Some months into the test period of the new seam, the company began to accuse the men working on it of deliberately working slowly in order to raise the amount that would be paid per ton of coal once the seam was in production and the miners were working at their "normal pace". The miners argued that this was not the case, telling the company that the seam was particularly difficult to work with many "abnormal places". When the test period was over, a wage was set for the workers on the new seam that was far lower than what could be considered a living wage, and they demanded an increase. The company had recently also been cutting the allowance given to miners, making the money made from piecework alone practically impossible to live on. Angered by the resistance they were meeting from the miners over the new wages, the owners posted lockout notices on August 1. The lockout applied not just to the 80 miners working on the new seam, but all 800 miners employed at the pit. Soon after they had been met by the lockout notices, the miners called the strike, and were soon joined by miners from two other pits owned by the Naval Colliery Company as well as others from several other collieries in South Wales who voted to strike several days later. A conference of the South Wales Miners Federation (SWMF) was held on September 16. 248 delegates attended, representing the 147,000 miners of the Miners' Federation of Great Britain and the decision to support the strikers was made. Several token pay increases still far below what could be considered a minimum living wage were offered by the mine owners and were all rejected by the workers, who were soon to be joined on strike by 30,000 other miners on November 1, the day the strike called by the SWMF officially began.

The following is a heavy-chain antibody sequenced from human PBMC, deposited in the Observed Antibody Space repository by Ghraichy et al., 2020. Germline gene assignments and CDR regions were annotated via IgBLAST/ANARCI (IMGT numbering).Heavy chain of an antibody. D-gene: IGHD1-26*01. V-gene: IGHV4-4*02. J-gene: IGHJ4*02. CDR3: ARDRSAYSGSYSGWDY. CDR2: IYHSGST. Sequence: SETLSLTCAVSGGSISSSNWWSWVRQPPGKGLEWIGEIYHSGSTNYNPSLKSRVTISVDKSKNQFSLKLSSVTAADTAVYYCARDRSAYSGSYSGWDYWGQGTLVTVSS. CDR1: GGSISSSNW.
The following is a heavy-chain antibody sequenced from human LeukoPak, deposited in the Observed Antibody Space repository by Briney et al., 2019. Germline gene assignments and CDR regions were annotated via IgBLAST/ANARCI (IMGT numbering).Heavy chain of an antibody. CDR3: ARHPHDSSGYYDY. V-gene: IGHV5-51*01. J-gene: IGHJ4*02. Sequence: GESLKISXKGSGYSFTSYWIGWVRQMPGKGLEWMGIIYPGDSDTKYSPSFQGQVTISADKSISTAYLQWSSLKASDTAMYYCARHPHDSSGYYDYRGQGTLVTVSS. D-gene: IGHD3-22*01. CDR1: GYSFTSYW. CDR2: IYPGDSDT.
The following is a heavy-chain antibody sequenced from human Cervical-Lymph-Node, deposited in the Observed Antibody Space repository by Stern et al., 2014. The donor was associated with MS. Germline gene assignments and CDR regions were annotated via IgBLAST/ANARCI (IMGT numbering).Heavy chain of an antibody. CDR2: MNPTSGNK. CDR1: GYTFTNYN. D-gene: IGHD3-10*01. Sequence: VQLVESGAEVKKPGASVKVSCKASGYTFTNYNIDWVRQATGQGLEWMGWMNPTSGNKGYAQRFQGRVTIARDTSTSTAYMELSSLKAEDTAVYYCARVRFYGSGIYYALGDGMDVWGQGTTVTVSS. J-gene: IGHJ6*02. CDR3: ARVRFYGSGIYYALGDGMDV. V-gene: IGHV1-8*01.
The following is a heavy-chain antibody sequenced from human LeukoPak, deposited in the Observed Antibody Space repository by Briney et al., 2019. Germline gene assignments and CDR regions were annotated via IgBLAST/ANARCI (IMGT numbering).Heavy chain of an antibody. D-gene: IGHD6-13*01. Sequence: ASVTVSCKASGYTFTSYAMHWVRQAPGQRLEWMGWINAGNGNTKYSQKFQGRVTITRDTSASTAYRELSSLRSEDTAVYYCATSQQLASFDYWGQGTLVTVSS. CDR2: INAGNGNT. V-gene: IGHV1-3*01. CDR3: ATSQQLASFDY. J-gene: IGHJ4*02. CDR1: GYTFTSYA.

Picketing began at all of the collieries that made up the Cambrian Combine in the area and on November 7, all pits affected by the strike were being picketed by their workers. A crowd of thousands marched though the Rhondda valley with miners filling the streets, gathering at pitheads and in many cases, entering their collieries to extinguish boiler fires and stop ventilation fans, making the mine unworkable to any scabs who had stayed in. Production was halted by workers in all pits except one in the town of Llwynypia, which had been transformed into a near fortress by its manager, who had at his disposal a large amount of police who had been drafted in by the Chief Constable of Glamorgan as soon as the strike had begun. Production at the colliery at Llwynypia was being kept running by about 60 scabs who had kept the machinery in the pit running with the aid of the 100 policemen from Swansea, Bristol and Cardiff preventing entry by the strikers. The colliery was important to both the strikers and the mine owners, being that it housed the electric generator and pumping station that kept that mines free of water, thus keeping the colliery operational. The owners were desperate to keep it out of the hands of the strikers, being dependent on the contingent of policemen guarding the power station building at the site to be able to maintain a minimal level of production.